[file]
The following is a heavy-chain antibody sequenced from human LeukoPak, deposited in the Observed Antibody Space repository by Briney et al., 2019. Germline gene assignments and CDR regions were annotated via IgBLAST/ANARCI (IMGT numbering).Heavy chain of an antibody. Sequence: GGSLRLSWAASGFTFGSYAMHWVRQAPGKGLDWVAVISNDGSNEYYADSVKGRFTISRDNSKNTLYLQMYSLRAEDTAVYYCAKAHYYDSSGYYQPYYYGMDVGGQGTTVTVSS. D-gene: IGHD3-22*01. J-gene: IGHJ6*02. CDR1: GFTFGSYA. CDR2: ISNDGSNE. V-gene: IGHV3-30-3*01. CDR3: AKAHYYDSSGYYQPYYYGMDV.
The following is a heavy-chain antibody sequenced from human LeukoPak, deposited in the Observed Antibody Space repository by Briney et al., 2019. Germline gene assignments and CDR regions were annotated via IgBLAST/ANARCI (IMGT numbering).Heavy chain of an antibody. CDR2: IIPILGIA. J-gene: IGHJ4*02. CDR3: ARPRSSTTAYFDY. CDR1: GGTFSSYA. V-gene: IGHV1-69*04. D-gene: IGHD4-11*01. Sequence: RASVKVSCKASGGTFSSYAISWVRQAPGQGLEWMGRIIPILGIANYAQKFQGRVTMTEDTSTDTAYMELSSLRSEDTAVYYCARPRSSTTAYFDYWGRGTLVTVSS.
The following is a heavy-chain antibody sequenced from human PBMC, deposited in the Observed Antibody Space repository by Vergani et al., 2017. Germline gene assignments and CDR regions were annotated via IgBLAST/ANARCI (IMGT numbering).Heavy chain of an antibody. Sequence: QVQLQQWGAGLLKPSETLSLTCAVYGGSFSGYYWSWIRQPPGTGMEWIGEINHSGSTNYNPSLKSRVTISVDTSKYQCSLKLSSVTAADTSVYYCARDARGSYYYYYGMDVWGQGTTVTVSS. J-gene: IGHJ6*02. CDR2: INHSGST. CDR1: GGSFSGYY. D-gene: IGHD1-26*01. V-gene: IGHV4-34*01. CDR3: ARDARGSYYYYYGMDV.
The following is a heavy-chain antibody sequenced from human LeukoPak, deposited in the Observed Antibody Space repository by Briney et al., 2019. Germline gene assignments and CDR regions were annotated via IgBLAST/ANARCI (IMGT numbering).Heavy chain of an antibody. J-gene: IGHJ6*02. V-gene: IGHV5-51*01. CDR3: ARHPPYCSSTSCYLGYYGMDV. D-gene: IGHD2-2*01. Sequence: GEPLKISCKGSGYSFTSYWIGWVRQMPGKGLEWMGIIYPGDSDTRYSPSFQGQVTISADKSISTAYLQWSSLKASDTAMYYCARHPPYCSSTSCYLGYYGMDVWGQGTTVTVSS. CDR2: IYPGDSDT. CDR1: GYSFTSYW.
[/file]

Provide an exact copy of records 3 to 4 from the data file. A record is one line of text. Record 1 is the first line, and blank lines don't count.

The following is a heavy-chain antibody sequenced from human PBMC, deposited in the Observed Antibody Space repository by Vergani et al., 2017. Germline gene assignments and CDR regions were annotated via IgBLAST/ANARCI (IMGT numbering).Heavy chain of an antibody. Sequence: QVQLQQWGAGLLKPSETLSLTCAVYGGSFSGYYWSWIRQPPGTGMEWIGEINHSGSTNYNPSLKSRVTISVDTSKYQCSLKLSSVTAADTSVYYCARDARGSYYYYYGMDVWGQGTTVTVSS. J-gene: IGHJ6*02. CDR2: INHSGST. CDR1: GGSFSGYY. D-gene: IGHD1-26*01. V-gene: IGHV4-34*01. CDR3: ARDARGSYYYYYGMDV.
The following is a heavy-chain antibody sequenced from human LeukoPak, deposited in the Observed Antibody Space repository by Briney et al., 2019. Germline gene assignments and CDR regions were annotated via IgBLAST/ANARCI (IMGT numbering).Heavy chain of an antibody. J-gene: IGHJ6*02. V-gene: IGHV5-51*01. CDR3: ARHPPYCSSTSCYLGYYGMDV. D-gene: IGHD2-2*01. Sequence: GEPLKISCKGSGYSFTSYWIGWVRQMPGKGLEWMGIIYPGDSDTRYSPSFQGQVTISADKSISTAYLQWSSLKASDTAMYYCARHPPYCSSTSCYLGYYGMDVWGQGTTVTVSS. CDR2: IYPGDSDT. CDR1: GYSFTSYW.